Dianne Butler’s work has appeared in Pearl, Bellowing Ark, Cruising World Magazine, Spotlight Magazine, The West Wind Review, The Siskiyou Newspaper, and others. She was an associate editor of the West Wind Review for three years. On A Wire, her first book of poetry, was published by Dorrance Publishing and came out in April of 2012. It is available on Amazon. She has just completed a novel, Following the Compass Rose, and will be seeking an agent as soon as possible.
“In her new collection, Along the Meridian, Dianne Butler gives us a world in which we feel the soil through the hands of gardeners and farm workers on both sides of the U.S./Mexico border. With sharp focus on lives lived in the rhythm of planting seasons, with the rich California (both baja and norte) details of silver boots, cobblestone streets, and banana groves, with careful attention to the conflict between exterior facades and inner struggles—ironing boards “Made of balsam wood”—we see in this fearless new collection what is to be human and, ultimately, how close to the soil we are.”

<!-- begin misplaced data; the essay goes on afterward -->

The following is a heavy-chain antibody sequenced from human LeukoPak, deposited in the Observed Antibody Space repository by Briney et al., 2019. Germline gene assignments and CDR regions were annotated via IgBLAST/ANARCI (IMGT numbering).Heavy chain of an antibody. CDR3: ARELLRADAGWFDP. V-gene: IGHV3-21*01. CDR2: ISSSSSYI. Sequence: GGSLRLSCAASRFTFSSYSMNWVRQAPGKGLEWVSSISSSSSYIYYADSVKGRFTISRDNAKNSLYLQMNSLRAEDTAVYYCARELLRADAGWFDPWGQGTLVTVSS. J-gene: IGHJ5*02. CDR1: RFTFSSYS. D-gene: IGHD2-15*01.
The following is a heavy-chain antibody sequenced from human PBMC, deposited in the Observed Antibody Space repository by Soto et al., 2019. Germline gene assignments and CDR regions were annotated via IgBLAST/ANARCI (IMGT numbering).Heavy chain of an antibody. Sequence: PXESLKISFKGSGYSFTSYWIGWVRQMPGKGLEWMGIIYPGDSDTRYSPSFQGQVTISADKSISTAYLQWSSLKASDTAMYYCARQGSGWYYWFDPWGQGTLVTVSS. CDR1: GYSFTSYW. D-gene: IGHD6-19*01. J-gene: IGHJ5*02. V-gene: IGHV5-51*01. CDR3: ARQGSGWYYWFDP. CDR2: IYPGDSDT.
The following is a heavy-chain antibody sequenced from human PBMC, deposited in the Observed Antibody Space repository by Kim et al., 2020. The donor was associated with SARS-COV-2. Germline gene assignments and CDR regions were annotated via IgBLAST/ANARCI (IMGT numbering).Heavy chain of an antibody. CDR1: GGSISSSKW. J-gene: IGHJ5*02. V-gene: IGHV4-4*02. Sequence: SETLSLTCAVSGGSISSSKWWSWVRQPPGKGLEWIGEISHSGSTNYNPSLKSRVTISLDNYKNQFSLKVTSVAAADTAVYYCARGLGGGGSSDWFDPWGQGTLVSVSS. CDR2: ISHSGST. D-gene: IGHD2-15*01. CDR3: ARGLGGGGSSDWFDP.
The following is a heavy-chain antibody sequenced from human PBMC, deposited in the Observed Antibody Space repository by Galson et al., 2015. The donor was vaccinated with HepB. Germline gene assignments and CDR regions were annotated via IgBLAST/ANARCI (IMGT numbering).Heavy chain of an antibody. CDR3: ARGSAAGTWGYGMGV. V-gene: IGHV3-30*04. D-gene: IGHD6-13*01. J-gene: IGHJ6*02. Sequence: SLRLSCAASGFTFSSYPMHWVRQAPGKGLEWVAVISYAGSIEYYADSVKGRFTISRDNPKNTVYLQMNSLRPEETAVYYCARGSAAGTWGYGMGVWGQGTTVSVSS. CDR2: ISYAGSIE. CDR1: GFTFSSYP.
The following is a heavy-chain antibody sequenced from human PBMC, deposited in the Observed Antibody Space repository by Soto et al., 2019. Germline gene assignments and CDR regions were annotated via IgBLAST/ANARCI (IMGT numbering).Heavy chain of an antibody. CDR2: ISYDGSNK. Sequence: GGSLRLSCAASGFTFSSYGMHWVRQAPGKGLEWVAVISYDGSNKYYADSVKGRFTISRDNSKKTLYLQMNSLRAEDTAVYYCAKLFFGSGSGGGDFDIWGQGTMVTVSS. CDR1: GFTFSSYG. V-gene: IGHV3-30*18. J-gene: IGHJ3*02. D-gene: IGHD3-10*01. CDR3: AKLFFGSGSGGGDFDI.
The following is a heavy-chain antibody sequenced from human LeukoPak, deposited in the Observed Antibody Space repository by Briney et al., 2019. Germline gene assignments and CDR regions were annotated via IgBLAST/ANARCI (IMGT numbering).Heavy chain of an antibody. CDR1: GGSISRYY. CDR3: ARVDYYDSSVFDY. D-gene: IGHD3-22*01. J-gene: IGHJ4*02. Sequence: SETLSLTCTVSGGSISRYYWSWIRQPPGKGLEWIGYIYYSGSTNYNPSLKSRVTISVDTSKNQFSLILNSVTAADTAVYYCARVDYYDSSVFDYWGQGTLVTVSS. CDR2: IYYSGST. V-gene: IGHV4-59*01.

—Jordan Hartt, Director of Programs, Centrum
“These poems engage the senses in images that stir memory and long-buried emotion—“Mother’s wrapped wrecked sheets, three, or four / layers caught and pinned underneath / with a huge rusting safety pin holding it taut. / Once white sheets scalded ochre and gold to / burnt sienna where the hot iron carves / its design .” Butler has a passion for the land and for reclaiming her place in it: "the arching brambles, the lea green / in the sun with tall grasses and wildfl owers.” In a number of the poems, she squares off and looks death in the eye. My favorite begins, “Dancing with the man who wears the bone shirt / rattling boogie rhythms over the scarred pine floor .” And ends with “sailors slipping on that red shirt in that dark war.” Here is a strong clear voice. Buy two copies: one for yourself and one for your friend who thinks she doesn’t like poetry.”
—Toni Hanner, author of The Ravelling Braid and Gertrude